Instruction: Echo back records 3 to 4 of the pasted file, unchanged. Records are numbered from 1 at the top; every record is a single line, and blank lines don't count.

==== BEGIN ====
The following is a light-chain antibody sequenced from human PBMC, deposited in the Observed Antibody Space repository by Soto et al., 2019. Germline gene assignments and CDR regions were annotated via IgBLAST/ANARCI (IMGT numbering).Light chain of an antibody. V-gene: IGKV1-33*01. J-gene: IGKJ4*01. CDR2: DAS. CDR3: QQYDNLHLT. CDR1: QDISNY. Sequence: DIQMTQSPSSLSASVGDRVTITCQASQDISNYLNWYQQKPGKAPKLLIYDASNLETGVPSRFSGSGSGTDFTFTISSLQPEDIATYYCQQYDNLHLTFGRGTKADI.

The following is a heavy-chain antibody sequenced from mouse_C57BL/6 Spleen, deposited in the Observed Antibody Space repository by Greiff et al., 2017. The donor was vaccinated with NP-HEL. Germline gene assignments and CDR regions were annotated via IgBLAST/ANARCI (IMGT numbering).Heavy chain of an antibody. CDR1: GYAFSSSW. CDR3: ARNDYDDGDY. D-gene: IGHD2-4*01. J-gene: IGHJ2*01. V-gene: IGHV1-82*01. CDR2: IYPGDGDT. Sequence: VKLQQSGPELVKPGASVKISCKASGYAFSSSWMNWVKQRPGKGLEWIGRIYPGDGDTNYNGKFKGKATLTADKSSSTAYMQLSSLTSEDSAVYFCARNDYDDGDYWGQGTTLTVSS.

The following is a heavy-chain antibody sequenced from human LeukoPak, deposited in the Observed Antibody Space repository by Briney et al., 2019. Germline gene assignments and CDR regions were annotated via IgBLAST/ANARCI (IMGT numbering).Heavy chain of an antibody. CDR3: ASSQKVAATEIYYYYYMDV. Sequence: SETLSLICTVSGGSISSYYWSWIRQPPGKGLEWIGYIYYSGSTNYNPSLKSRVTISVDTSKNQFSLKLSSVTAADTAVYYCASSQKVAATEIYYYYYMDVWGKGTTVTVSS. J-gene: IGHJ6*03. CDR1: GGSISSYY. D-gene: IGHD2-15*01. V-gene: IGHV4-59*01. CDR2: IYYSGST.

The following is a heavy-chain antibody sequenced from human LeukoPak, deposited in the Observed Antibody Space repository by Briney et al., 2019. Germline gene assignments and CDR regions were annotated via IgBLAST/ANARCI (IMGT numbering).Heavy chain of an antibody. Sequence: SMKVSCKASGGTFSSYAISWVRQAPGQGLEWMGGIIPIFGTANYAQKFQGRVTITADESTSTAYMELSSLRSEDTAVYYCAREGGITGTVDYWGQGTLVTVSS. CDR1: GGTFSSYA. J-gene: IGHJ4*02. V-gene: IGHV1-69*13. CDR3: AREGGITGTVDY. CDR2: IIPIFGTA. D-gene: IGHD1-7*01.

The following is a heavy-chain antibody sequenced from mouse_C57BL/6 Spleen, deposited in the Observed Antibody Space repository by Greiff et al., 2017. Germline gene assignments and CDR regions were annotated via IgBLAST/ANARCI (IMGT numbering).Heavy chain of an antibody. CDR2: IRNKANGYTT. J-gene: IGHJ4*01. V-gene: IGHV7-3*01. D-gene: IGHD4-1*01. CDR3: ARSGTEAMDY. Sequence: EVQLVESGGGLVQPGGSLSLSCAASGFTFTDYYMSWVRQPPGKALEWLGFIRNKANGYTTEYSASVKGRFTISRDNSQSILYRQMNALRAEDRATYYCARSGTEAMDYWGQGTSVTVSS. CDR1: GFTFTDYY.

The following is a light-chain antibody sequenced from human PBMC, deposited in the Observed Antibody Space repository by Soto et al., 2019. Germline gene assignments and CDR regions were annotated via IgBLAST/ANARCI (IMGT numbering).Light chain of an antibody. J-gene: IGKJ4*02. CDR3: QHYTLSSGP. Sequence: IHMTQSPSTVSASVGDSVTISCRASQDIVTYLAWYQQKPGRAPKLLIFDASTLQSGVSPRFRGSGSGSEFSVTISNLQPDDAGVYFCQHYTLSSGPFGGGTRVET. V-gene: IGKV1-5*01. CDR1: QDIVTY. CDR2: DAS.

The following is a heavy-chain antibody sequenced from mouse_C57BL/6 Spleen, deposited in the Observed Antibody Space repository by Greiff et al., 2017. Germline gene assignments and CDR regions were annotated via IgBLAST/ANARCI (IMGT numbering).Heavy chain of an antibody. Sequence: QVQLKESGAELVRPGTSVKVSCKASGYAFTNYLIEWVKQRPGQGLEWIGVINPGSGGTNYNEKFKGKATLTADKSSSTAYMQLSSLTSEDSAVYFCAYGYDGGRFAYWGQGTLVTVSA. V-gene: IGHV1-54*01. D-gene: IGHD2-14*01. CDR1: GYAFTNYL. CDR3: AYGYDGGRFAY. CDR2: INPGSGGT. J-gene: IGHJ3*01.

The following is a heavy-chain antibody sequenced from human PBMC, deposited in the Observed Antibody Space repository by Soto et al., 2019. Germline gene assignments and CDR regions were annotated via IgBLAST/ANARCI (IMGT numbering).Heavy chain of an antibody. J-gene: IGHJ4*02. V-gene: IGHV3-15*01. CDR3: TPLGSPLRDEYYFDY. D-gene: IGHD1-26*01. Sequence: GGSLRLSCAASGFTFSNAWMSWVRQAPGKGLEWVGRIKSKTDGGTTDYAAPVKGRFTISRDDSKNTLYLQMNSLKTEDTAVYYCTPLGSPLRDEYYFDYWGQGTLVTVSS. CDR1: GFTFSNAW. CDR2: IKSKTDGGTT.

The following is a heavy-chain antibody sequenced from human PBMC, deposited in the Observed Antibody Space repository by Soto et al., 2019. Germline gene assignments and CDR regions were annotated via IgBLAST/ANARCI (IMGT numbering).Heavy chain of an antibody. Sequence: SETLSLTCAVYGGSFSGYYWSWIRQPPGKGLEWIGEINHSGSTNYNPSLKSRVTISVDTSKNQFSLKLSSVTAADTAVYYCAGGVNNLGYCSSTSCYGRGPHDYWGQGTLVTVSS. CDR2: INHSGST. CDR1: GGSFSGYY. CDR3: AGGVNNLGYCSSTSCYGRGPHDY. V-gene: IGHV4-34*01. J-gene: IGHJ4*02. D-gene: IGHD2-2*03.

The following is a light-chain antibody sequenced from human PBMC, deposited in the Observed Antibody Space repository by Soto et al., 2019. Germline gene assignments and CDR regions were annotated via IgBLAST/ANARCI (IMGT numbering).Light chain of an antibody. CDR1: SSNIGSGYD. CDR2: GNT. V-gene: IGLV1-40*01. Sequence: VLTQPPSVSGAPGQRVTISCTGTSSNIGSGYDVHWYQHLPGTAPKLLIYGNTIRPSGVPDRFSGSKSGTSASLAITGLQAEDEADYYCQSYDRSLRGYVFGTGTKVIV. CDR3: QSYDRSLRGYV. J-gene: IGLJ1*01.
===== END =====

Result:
The following is a heavy-chain antibody sequenced from human LeukoPak, deposited in the Observed Antibody Space repository by Briney et al., 2019. Germline gene assignments and CDR regions were annotated via IgBLAST/ANARCI (IMGT numbering).Heavy chain of an antibody. CDR3: ASSQKVAATEIYYYYYMDV. Sequence: SETLSLICTVSGGSISSYYWSWIRQPPGKGLEWIGYIYYSGSTNYNPSLKSRVTISVDTSKNQFSLKLSSVTAADTAVYYCASSQKVAATEIYYYYYMDVWGKGTTVTVSS. J-gene: IGHJ6*03. CDR1: GGSISSYY. D-gene: IGHD2-15*01. V-gene: IGHV4-59*01. CDR2: IYYSGST.

The following is a heavy-chain antibody sequenced from human LeukoPak, deposited in the Observed Antibody Space repository by Briney et al., 2019. Germline gene assignments and CDR regions were annotated via IgBLAST/ANARCI (IMGT numbering).Heavy chain of an antibody. Sequence: SMKVSCKASGGTFSSYAISWVRQAPGQGLEWMGGIIPIFGTANYAQKFQGRVTITADESTSTAYMELSSLRSEDTAVYYCAREGGITGTVDYWGQGTLVTVSS. CDR1: GGTFSSYA. J-gene: IGHJ4*02. V-gene: IGHV1-69*13. CDR3: AREGGITGTVDY. CDR2: IIPIFGTA. D-gene: IGHD1-7*01.